Jonathan Rauch gave me a completely different perspective on the years I managed my father’s care. There is not one episode, experience, or feeling that Rauch described that I did not encounter. The feelings of inadequacy, despair, and resentment drove me to an almost-breakdown. It was not until a friend saw my suffering and said “You can handle this” that I found the courage and willpower to forge ahead. I took away my father’s driver’s license, put him in assisted living, and found a loving caregiver. He was angry with me to the end because his dementia would not let him understand. Since he passed, three years ago, I always felt I had not done a perfect enough job—otherwise he would have been grateful. After reading this article, I now feel I am a survivor of an almost impossible situation and that I in fact did a very good job, given what I had to work with.
San Francisco, Calif.
My wife and I moved into a continuing-care retirement community in 2007, when we were 72 and 71 and living a full and active life. CCRCs can provide the spectrum of living arrangements, from independent living through hospice, all on the same campus. Now we can enjoy our children and grandchildren in the full knowledge that we will never burden them emotionally or financially.
The middle-aged audience of Jonathan Rauch’s message should take steps now to relieve the burden on their families and friends. Plan now to ensure not only your own comfort, but that of your children and family, when you approach the inevitable end of your life.
While I applaud Jonathan Rauch for bringing the issue of children as caregivers to light, I’m dismayed by the comparison he draws in his final paragraph: “In the years after Betty Friedan named their problem, women who work in the home … demanded and got society’s recognition that they were providing an indispensable public good. As a result, they are not isolated or silent anymore.” It’s nothing short of insulting to portray what continues to be a freighted struggle for equality of the sexes as something that disappeared overnight.
I might not have taken such umbrage at Rauch’s flippant comparison, were it not for a line in Benjamin Schwarz’s review of David Kynaston’s Family Britain (“Intimate History,” April Atlantic) just pages later. Schwarz writes, “Anyone attuned to the interplay of public and domestic life should read these books (this includes many women, devoted readers of, say, Alice Munro and Marilynne Robinson, who tend to leave the history and public-affairs tomes to the men).”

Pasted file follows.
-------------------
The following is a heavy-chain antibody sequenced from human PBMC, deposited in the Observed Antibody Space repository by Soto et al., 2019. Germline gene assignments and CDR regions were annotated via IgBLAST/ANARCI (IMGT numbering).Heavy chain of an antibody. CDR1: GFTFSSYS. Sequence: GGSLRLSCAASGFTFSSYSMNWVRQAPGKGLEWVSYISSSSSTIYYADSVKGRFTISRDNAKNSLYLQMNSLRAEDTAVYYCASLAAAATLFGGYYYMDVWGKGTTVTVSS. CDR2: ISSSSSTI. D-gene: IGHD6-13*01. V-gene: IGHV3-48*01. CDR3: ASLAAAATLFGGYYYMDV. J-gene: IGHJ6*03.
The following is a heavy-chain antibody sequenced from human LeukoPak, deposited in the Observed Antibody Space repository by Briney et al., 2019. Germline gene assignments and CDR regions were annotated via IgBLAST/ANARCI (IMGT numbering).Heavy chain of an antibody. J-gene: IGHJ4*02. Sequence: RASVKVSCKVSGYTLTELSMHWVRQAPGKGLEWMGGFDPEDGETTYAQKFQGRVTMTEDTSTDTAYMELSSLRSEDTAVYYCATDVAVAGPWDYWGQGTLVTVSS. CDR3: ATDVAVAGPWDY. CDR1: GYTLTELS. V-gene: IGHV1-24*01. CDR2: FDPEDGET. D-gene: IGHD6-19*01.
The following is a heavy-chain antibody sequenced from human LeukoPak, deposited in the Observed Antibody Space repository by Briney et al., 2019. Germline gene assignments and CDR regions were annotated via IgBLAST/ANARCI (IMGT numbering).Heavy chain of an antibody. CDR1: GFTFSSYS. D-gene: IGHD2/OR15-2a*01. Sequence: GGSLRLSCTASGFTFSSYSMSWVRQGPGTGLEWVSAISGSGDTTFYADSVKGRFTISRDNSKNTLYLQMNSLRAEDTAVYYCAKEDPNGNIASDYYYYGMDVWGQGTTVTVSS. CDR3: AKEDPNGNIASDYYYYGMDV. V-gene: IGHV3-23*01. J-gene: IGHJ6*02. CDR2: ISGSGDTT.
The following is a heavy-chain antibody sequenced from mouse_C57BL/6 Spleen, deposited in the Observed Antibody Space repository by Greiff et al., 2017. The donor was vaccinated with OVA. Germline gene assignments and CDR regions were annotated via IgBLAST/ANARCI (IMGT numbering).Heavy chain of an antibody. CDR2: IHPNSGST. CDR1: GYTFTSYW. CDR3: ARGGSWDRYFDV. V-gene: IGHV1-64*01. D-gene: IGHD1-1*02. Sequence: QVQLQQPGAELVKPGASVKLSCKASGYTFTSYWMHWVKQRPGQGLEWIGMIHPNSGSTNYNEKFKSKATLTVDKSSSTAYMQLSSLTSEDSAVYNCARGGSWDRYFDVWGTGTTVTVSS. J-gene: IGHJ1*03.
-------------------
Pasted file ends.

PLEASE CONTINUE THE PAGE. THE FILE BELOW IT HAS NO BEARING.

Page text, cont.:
Is it really possible, in 2010, that a book reviewer might not only condescend to brilliant writers like Munro and Robinson by suggesting they do not subject history and public affairs to thorough examination, but also go so far as to state that female readers in general simply don’t care for such subjects? Mr. Schwarz’s review contains a double insult, and I have to admit that I laughed out loud at the sheer audacity of its being printed. There is nothing funny, however, about the fact that TheAtlantic published its own double insult: two male authors so wantonly out of touch with the reality of being female in today’s world.
New York, N.Y.
Benjamin Schwarz replies:
I think this is the first time I’ve been accused of being “wantonly out of touch with the reality of being female in today’s world.” I know many readers of Alice Munro and Marilynne Robinson; nearly all are women. Surveys show that literary fiction is primarily read by women, and that history and public-affairs books are primarily read by men. I think those facts speak worse of men than of women. As for the charge that I condescend to Munro and Robinson, I suggest that Aria Sloss review the treatment both writers have received in this magazine’s Books pages, which I oversee.
This is just a note to say how moved I am by your Editor’s Note (“A Long Story,” April Atlantic), about the magazine’s plans to publish digital fiction on the Amazon Kindle and continue to offer your annual fiction issue. The piece brilliantly defends the power of fiction to entertain us, move us, and “communicate big ideas.”
Carole Spearin McCauley